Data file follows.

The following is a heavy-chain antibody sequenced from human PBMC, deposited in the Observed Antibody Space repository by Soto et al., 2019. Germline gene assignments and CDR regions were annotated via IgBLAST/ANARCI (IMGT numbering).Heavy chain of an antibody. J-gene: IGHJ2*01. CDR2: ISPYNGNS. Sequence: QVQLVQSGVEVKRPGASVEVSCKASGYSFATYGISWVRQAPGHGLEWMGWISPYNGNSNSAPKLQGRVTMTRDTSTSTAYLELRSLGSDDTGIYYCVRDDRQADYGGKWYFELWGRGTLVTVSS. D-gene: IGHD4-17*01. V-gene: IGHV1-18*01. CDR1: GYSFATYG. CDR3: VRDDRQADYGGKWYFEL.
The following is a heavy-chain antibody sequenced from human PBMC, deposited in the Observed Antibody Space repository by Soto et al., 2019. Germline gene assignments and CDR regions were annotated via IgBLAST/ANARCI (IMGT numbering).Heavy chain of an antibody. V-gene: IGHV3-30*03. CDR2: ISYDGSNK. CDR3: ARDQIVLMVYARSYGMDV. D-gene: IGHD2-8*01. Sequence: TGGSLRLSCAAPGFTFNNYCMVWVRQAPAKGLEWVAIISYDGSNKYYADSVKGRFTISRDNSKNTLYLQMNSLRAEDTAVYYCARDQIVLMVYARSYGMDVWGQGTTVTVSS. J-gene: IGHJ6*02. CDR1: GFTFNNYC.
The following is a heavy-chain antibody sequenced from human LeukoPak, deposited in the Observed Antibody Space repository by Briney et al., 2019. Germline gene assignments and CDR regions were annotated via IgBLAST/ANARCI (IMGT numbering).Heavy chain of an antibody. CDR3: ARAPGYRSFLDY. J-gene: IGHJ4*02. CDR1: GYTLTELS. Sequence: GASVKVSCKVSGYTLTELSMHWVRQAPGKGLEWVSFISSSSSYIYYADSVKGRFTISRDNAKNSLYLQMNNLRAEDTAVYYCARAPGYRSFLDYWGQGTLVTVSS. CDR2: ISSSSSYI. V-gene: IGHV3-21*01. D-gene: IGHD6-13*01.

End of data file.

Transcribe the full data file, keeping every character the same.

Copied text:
The following is a heavy-chain antibody sequenced from human PBMC, deposited in the Observed Antibody Space repository by Soto et al., 2019. Germline gene assignments and CDR regions were annotated via IgBLAST/ANARCI (IMGT numbering).Heavy chain of an antibody. J-gene: IGHJ2*01. CDR2: ISPYNGNS. Sequence: QVQLVQSGVEVKRPGASVEVSCKASGYSFATYGISWVRQAPGHGLEWMGWISPYNGNSNSAPKLQGRVTMTRDTSTSTAYLELRSLGSDDTGIYYCVRDDRQADYGGKWYFELWGRGTLVTVSS. D-gene: IGHD4-17*01. V-gene: IGHV1-18*01. CDR1: GYSFATYG. CDR3: VRDDRQADYGGKWYFEL.
The following is a heavy-chain antibody sequenced from human PBMC, deposited in the Observed Antibody Space repository by Soto et al., 2019. Germline gene assignments and CDR regions were annotated via IgBLAST/ANARCI (IMGT numbering).Heavy chain of an antibody. V-gene: IGHV3-30*03. CDR2: ISYDGSNK. CDR3: ARDQIVLMVYARSYGMDV. D-gene: IGHD2-8*01. Sequence: TGGSLRLSCAAPGFTFNNYCMVWVRQAPAKGLEWVAIISYDGSNKYYADSVKGRFTISRDNSKNTLYLQMNSLRAEDTAVYYCARDQIVLMVYARSYGMDVWGQGTTVTVSS. J-gene: IGHJ6*02. CDR1: GFTFNNYC.
The following is a heavy-chain antibody sequenced from human LeukoPak, deposited in the Observed Antibody Space repository by Briney et al., 2019. Germline gene assignments and CDR regions were annotated via IgBLAST/ANARCI (IMGT numbering).Heavy chain of an antibody. CDR3: ARAPGYRSFLDY. J-gene: IGHJ4*02. CDR1: GYTLTELS. Sequence: GASVKVSCKVSGYTLTELSMHWVRQAPGKGLEWVSFISSSSSYIYYADSVKGRFTISRDNAKNSLYLQMNNLRAEDTAVYYCARAPGYRSFLDYWGQGTLVTVSS. CDR2: ISSSSSYI. V-gene: IGHV3-21*01. D-gene: IGHD6-13*01.